As if this discussion was not complex enough, consider how an ensuing loss provision might apply when there is an anti-concurrent causation provision on the policy. Would the anti-concurrent causation provision apply to exclusions with ensuing loss exceptions and thereby possibly render the ensuing loss provisions moot in the event of multiple perils contributing to a loss? If so, then the exception carveout to an exclusion may be swallowed by the theory of recovery and defeat the original purpose of having the exception.
The theories of recovery, as well as the ensuing loss provisions, contained in property insurance policies are often complex and, at times, seemingly in conflict. Although a policy many not directly address these theories, their application by courts plays a significant role in the coverage determination process after the claim. It is essential that brokers understand the primary theories of recovery – Efficient Proximate Cause, the Concurrent Causation Doctrine, and the Anti-Concurrent Causation Doctrine – in order to navigate the challenging post-claim process and effectively serve their clients.
About the Author
This article was authored by Jennifer Walker, CPCU, CRM, CIC, CEBS, CIT, GBA, ARM, AIM, AIC, ALCM, associate broker with AmWINS Brokerage of Georgia in Atlanta and member of AmWINS’ national Property practice.
Legal Disclaimer. Views expressed here do not constitute legal advice. The information contained herein is for general guidance of matter only and not for the purpose of providing legal advice. Discussion of insurance policy language is descriptive only. Every policy has different policy language. Coverage afforded under any insurance policy issued is subject to individual policy terms and conditions. Please refer to your policy for the actual language.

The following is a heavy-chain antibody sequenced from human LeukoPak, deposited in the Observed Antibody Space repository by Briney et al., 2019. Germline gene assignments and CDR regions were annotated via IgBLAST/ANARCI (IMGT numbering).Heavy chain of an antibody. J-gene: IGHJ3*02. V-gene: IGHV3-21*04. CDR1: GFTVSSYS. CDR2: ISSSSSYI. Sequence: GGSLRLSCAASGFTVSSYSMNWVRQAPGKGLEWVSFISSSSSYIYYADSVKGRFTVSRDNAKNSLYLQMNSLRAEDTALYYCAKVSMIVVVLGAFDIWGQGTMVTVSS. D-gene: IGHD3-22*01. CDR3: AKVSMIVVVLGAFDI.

(c) 2017 AmWINS Group, Inc.
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The theories of recovery, as well as the ensuing loss provisions, contained in property insurance policies are often complex and, at times, seemingly in conflict. Although a policy may not directly address these theories, their application by courts plays a significant role in the coverage determination process after the claim. It is essential that brokers understand the primary theories of recovery – Efficient Proximate Cause, the Concurrent Causation Doctrine, and the Anti-Concurrent Causation Doctrine – in order to navigate the challenging post-claim process and effectively serve their clients.